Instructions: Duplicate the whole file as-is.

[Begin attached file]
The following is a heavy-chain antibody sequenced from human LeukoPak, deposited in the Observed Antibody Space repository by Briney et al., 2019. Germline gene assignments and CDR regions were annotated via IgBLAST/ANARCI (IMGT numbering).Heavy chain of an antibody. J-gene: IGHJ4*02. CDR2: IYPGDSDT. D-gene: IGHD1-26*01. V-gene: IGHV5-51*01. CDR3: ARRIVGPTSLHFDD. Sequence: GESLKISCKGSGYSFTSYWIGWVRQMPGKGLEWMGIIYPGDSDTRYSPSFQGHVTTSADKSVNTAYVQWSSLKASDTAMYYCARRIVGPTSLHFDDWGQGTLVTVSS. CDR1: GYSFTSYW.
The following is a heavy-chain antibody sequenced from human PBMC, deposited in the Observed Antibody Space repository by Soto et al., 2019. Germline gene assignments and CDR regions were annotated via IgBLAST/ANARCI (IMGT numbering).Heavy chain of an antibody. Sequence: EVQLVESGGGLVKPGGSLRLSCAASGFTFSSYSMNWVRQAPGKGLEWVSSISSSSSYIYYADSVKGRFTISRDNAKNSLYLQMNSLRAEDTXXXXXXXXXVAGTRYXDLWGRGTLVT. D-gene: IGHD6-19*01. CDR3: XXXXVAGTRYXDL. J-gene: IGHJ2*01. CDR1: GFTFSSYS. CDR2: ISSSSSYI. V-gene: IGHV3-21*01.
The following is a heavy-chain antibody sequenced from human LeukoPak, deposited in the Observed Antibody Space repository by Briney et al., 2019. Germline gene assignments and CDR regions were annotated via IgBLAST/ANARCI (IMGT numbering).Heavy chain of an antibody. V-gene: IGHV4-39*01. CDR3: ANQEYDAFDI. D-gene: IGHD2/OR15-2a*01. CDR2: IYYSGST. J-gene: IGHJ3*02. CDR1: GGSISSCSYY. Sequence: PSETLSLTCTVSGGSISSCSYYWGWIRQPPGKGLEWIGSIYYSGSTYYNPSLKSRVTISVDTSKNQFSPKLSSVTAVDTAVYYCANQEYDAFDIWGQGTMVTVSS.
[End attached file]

The following is a heavy-chain antibody sequenced from human LeukoPak, deposited in the Observed Antibody Space repository by Briney et al., 2019. Germline gene assignments and CDR regions were annotated via IgBLAST/ANARCI (IMGT numbering).Heavy chain of an antibody. J-gene: IGHJ4*02. CDR2: IYPGDSDT. D-gene: IGHD1-26*01. V-gene: IGHV5-51*01. CDR3: ARRIVGPTSLHFDD. Sequence: GESLKISCKGSGYSFTSYWIGWVRQMPGKGLEWMGIIYPGDSDTRYSPSFQGHVTTSADKSVNTAYVQWSSLKASDTAMYYCARRIVGPTSLHFDDWGQGTLVTVSS. CDR1: GYSFTSYW.
The following is a heavy-chain antibody sequenced from human PBMC, deposited in the Observed Antibody Space repository by Soto et al., 2019. Germline gene assignments and CDR regions were annotated via IgBLAST/ANARCI (IMGT numbering).Heavy chain of an antibody. Sequence: EVQLVESGGGLVKPGGSLRLSCAASGFTFSSYSMNWVRQAPGKGLEWVSSISSSSSYIYYADSVKGRFTISRDNAKNSLYLQMNSLRAEDTXXXXXXXXXVAGTRYXDLWGRGTLVT. D-gene: IGHD6-19*01. CDR3: XXXXVAGTRYXDL. J-gene: IGHJ2*01. CDR1: GFTFSSYS. CDR2: ISSSSSYI. V-gene: IGHV3-21*01.
The following is a heavy-chain antibody sequenced from human LeukoPak, deposited in the Observed Antibody Space repository by Briney et al., 2019. Germline gene assignments and CDR regions were annotated via IgBLAST/ANARCI (IMGT numbering).Heavy chain of an antibody. V-gene: IGHV4-39*01. CDR3: ANQEYDAFDI. D-gene: IGHD2/OR15-2a*01. CDR2: IYYSGST. J-gene: IGHJ3*02. CDR1: GGSISSCSYY. Sequence: PSETLSLTCTVSGGSISSCSYYWGWIRQPPGKGLEWIGSIYYSGSTYYNPSLKSRVTISVDTSKNQFSPKLSSVTAVDTAVYYCANQEYDAFDIWGQGTMVTVSS.